Kelly's Reviews > Paper Towns

Paper Towns by John Green
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's review
Jul 25, 2012

really liked it
Read in June, 2012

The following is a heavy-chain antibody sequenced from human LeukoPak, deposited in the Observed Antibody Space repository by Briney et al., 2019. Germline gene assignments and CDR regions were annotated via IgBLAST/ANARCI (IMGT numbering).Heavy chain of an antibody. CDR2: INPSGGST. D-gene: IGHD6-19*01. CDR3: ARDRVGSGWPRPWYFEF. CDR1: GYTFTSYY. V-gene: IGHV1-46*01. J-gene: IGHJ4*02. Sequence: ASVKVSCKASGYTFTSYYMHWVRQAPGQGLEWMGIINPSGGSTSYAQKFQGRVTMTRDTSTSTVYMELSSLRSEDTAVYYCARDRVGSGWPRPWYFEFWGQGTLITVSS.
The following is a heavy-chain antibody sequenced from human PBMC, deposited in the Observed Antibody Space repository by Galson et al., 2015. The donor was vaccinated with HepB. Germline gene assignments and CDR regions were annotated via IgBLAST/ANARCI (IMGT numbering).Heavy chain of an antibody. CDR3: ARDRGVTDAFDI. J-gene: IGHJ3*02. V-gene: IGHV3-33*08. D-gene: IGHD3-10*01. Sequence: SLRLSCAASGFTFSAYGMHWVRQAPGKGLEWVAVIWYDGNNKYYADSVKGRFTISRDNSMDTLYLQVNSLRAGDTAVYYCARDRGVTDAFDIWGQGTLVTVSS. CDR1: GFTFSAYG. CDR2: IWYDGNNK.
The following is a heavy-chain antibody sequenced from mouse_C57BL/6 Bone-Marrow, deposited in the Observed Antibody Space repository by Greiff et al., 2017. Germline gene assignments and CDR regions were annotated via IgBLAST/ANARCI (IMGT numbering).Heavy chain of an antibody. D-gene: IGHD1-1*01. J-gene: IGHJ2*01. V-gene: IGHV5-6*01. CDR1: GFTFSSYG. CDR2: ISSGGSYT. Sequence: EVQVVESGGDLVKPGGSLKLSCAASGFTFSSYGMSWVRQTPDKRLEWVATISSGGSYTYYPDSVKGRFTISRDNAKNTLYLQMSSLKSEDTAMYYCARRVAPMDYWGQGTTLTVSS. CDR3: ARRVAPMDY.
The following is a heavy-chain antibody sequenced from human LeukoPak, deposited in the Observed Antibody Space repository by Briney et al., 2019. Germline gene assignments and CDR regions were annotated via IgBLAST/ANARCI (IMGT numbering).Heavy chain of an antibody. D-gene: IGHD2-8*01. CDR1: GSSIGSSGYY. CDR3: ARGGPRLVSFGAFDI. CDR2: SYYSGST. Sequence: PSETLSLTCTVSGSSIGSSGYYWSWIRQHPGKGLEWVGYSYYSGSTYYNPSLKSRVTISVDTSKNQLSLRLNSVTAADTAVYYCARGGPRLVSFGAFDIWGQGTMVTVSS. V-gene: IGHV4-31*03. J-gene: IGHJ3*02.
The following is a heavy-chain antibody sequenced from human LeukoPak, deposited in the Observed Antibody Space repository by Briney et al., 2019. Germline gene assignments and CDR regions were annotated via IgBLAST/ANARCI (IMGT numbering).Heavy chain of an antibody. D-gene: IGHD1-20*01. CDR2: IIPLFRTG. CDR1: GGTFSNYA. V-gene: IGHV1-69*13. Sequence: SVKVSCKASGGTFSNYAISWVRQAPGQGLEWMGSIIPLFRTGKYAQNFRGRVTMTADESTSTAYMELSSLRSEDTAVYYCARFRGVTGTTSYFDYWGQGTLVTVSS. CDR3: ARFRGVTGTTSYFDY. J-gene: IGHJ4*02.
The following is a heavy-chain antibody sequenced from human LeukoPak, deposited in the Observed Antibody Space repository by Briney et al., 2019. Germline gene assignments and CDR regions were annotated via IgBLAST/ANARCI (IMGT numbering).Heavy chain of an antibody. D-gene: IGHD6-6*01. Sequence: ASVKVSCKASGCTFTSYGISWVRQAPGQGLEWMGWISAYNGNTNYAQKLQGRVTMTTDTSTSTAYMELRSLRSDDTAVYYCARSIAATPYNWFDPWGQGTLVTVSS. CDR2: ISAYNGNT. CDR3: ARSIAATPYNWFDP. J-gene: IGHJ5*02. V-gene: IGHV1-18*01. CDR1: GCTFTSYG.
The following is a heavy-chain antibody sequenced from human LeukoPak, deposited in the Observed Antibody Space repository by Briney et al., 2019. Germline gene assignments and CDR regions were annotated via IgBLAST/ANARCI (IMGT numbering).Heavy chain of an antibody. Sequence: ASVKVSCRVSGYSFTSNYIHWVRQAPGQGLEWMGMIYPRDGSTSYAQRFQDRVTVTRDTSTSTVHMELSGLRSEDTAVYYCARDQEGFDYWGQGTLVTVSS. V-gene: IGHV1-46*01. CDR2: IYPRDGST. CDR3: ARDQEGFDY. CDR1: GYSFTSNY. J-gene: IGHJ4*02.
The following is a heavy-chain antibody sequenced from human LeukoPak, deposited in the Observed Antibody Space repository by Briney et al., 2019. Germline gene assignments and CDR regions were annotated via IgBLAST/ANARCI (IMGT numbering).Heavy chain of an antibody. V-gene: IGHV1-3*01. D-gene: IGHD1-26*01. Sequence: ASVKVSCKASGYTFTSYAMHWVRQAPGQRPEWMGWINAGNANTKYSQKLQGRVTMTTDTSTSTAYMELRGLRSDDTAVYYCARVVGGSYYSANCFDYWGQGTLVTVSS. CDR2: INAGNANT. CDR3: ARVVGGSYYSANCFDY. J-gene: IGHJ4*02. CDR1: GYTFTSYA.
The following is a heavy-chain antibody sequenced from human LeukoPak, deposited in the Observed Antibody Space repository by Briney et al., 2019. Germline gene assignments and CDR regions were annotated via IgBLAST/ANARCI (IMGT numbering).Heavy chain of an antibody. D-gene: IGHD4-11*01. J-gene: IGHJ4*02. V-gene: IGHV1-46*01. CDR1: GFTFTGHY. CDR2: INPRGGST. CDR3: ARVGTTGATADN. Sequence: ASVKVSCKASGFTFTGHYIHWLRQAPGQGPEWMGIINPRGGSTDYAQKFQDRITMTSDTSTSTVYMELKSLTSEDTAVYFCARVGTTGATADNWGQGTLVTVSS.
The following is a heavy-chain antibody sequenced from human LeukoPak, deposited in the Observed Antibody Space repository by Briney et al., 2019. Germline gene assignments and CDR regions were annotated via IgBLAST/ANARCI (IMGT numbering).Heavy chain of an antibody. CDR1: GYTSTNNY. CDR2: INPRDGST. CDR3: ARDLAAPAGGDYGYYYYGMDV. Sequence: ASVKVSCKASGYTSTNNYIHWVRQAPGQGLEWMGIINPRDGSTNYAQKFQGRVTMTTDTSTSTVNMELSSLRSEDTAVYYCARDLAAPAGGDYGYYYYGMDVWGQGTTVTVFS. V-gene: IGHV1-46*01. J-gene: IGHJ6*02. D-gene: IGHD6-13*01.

Starred Review. Grade 9 Up—Quentin Jacobsen, 17, has been in love with his next-door neighbor, Margo Roth Spiegelman, for his entire life. A leader at their Central Florida high school, she has carefully cultivated her badass image. Quentin is one of the smart kids. His parents are therapists and he is, above all things, "goddamned well adjusted." He takes a rare risk when Margo appears at his window in the middle of the night. They drive around righting wrongs via her brilliant, elaborate pranks. Then she runs away (again). He slowly uncovers the depth of her unhappiness and the vast differences between the real and imagined Margo. Florida's heat and homogeneity as depicted here are vivid and awful. Green's prose is astounding—from hilarious, hyper intellectual trash talk and shtick, to complex philosophizing, to devastating observation and truths. He nails it—exactly how a thing feels, looks, affects—page after page. The mystery of Margo—her disappearance and her personhood—is fascinating, cleverly constructed, and profoundly moving. Green builds tension through both the twists of the active plot and the gravitas of the subject. He skirts the stock coming-of-age character arc—Quentin's eventual bravery is not the revelation. Instead, the teen thinks deeper and harder—about the beautiful and terrifying ways we can and cannot know those we love. Less-sophisticated readers may get lost in Quentin's copious transcendental ruminations—give Paper Towns to your sharpest teens.—Johanna Lewis, New York Public Library . Copyright © Reed Business Information, a division of Reed Elsevier Inc. All rights reserved. --This text refers to the Hardcover edition.
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